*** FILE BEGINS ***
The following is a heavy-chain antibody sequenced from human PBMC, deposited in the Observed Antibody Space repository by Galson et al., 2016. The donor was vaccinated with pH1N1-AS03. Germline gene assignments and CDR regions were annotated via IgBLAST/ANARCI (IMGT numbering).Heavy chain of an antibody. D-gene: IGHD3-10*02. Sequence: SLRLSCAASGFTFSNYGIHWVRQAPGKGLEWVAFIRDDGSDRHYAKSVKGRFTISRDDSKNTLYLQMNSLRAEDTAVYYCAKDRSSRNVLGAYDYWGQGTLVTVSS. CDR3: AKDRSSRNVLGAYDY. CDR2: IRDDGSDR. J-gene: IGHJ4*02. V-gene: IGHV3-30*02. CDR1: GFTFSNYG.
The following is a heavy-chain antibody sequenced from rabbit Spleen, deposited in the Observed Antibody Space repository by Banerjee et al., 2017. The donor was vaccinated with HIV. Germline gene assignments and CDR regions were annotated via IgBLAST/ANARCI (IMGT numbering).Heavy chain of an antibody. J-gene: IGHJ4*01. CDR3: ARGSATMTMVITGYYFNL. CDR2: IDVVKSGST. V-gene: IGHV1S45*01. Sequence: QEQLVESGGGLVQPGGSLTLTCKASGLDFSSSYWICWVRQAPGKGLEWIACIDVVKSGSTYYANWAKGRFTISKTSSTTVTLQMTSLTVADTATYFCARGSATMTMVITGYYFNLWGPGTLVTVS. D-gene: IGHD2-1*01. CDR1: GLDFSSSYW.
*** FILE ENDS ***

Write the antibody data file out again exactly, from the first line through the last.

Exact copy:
The following is a heavy-chain antibody sequenced from human PBMC, deposited in the Observed Antibody Space repository by Galson et al., 2016. The donor was vaccinated with pH1N1-AS03. Germline gene assignments and CDR regions were annotated via IgBLAST/ANARCI (IMGT numbering).Heavy chain of an antibody. D-gene: IGHD3-10*02. Sequence: SLRLSCAASGFTFSNYGIHWVRQAPGKGLEWVAFIRDDGSDRHYAKSVKGRFTISRDDSKNTLYLQMNSLRAEDTAVYYCAKDRSSRNVLGAYDYWGQGTLVTVSS. CDR3: AKDRSSRNVLGAYDY. CDR2: IRDDGSDR. J-gene: IGHJ4*02. V-gene: IGHV3-30*02. CDR1: GFTFSNYG.
The following is a heavy-chain antibody sequenced from rabbit Spleen, deposited in the Observed Antibody Space repository by Banerjee et al., 2017. The donor was vaccinated with HIV. Germline gene assignments and CDR regions were annotated via IgBLAST/ANARCI (IMGT numbering).Heavy chain of an antibody. J-gene: IGHJ4*01. CDR3: ARGSATMTMVITGYYFNL. CDR2: IDVVKSGST. V-gene: IGHV1S45*01. Sequence: QEQLVESGGGLVQPGGSLTLTCKASGLDFSSSYWICWVRQAPGKGLEWIACIDVVKSGSTYYANWAKGRFTISKTSSTTVTLQMTSLTVADTATYFCARGSATMTMVITGYYFNLWGPGTLVTVS. D-gene: IGHD2-1*01. CDR1: GLDFSSSYW.